Jordan Freytag + photo

Jordan Freytag

Dec 3
4 min read
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On Sprouting and Safety

On Sprouting and Safety

Scientists and health enthusiasts have raved about the nutritional benefits of sprouts for years. It has been said that sprouts will fight diseases because of the phytochemicals they contain. Organic compounds called saponins found in Alfalfa sprouts work to lower cholesterol and stimulate the immune system. Sprouts, across the board, are overflowing with vital vitamins and enzymes that aid the body in various ways; the benefits go on and on, yet there still remains a minor stigma about eating raw fresh sprouts even through the benefits by far outweigh the risks. Many fear the presence of food borne illnesses in sprouts, but if the proper steps are taken while growing or preparing sprouts for consumption, the risk is reduced to near nonexistence.

The most important precaution is having knowledge where your seeds or already-grown sprouts have originated from and if the seeds have been tested. Proper microbial testing must be done to ensure the seed’s and therefore the plant’s purity of pathogens. The organic sprouting seed we carry at True Leaf Market is all microbial tested for germination rate and pathogens as indicated on the packaging. If you are buying already-grown sprouts, be sure to check the packaging for verification of pathogen testing such as the International Sprout Growers Association mark.

Gathering treatment information from The University of California, the Division of Agriculture and Natural Resources and the International Sprout Growers Association, we have provided safety precautions when growing sprouts to minimize the risk of contracting food-borne illnesses:
  1. Purchase Pathogen-tested seed.
  2. Treat seed for five minutes in a solution of 3% hydrogen peroxide (available at most drug stores) or vinegar in water. Small seed volumes used for home sprouting can easily be contained in a small mesh strainer and immersed directly into the peroxide solution. Swirl the strainer at one minute intervals to achieve uniform treatment. Always discard the peroxide or vinegar solution after each seed batch as its effectiveness will rapidly decline.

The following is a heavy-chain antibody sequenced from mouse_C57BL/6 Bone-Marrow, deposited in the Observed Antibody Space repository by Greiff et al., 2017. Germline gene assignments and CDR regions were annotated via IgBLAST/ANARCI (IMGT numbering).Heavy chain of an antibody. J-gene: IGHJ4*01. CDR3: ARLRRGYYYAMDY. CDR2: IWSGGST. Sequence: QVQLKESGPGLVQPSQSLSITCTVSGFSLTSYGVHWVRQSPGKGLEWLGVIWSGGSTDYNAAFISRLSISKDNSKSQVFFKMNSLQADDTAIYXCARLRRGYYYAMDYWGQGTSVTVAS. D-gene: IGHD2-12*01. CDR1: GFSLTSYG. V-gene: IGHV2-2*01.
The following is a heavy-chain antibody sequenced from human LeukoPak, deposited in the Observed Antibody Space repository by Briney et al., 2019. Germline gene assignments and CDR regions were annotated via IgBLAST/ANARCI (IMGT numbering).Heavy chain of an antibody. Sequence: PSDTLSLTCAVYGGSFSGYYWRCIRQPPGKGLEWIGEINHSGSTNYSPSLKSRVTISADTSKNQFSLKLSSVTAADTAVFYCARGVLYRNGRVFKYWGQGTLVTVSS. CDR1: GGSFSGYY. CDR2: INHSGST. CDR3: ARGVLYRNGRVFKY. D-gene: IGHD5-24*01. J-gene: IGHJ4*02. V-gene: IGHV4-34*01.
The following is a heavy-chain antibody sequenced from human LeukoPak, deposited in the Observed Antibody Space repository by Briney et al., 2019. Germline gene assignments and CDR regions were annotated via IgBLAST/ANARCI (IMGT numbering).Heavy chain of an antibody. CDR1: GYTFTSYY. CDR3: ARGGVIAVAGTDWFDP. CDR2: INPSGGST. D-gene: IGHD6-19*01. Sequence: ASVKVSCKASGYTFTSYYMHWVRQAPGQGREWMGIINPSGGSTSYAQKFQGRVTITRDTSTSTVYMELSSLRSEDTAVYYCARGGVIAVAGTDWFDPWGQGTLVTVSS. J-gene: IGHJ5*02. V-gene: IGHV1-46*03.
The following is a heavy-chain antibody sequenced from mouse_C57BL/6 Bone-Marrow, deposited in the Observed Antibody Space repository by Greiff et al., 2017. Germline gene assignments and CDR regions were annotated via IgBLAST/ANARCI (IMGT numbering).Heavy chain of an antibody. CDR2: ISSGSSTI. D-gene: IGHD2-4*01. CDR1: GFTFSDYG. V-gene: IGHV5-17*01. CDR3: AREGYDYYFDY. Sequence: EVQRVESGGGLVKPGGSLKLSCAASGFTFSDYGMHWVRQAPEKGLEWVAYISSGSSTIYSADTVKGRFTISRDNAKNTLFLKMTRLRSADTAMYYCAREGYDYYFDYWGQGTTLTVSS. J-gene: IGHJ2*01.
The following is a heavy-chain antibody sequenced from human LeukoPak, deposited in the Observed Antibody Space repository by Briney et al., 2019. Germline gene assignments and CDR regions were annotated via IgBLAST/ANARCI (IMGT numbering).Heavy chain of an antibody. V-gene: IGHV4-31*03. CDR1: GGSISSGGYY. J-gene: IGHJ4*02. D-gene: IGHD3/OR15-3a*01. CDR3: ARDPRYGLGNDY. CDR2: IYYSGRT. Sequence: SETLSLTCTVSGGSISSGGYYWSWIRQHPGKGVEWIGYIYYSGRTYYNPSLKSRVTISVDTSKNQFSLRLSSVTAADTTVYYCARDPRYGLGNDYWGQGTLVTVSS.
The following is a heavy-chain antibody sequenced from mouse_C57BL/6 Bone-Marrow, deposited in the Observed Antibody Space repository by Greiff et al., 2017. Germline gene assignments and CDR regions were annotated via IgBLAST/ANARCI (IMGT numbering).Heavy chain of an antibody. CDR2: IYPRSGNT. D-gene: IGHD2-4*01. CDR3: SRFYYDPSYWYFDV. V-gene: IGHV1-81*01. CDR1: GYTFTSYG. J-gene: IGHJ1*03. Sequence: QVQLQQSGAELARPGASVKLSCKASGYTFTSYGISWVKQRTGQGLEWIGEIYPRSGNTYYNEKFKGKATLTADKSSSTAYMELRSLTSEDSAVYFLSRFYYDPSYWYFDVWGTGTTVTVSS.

3. Rinse the seed in running tap water for 1 minute. In addition, we recommend that you place the rinsed seed in a container with enough tap water to cover the seed plus one inch. Then carefully skim off all floating seed, seed coat fragments, and other debris and dispose of them. Although skimming can be a tedious process, research has tied most contamination to these materials.
  4. Sprout the seed in clean, sanitized containers, well away from areas of food preparation, pets, and high household traffic. To sanitize sprouting containers: Follow the directions on the bleach container (use plain, not scented laundry bleach) for sanitizing kitchen surfaces. Use 3/4 cup of bleach per gallon of water (3 tablespoons per quart) and soak the container for at least 5 minutes. Then rinse with clean water.
If you are buying already-grown sprouts, be sure to check for cleanliness and a fresh smell. If the smell is musty, DO NOT consume. Rinse thoroughly under running tap water. Some treat sprouts with vinegar between rinses, which helps clean the sprouts. Store sprouts in a sanitized container in the refrigerator to ensure longevity.

From my own experience, I’ve come to find growing and eating raw sprouts to be not only nutritionally beneficial but a fun hobby. I’ve sprouted Alfalfa, Broccoli, Clover, Radish, Lentils, and Peas. I’ve been incorporating sprouts into my own cooking, incorporating sprouts into soups and using sprouts as a garnish for a salad or casserole. I follow the suggested steps for safe consumption and have never had a problem, nor do I worry about having a problem. Just as one must wear a helmet to safely reap the health benefits of riding a bicycle, one must take minor safety precautions to reap the plethora of benefits of consuming raw sprouts.

-See all of our Sprouting Seeds and Supplies


Joel Seaman

I have sprouted your seeds for several years without issue. However I see that you recommend "Treat seed for five minutes in a solution of 3% hydrogen peroxide (available at most drug stores) or vinegar in water. " I would prefer to use vinegar. What is the proportion of vinegar to water that you recommend? Thank You for your advice


I’m so excited to get started. My only apprehension was food safety, so thank you so much for educating me and so much more!

Alease Stronberg

I am looking forward to learning more about sprouting and how to use them.


Valuable information just in time for weekend experience

LIsa Meade

Question from a happy customer! How long are seeds good for? I have several packs that are unopened and were purchased over a year ago from you. Wondering if still ok to use. Thank you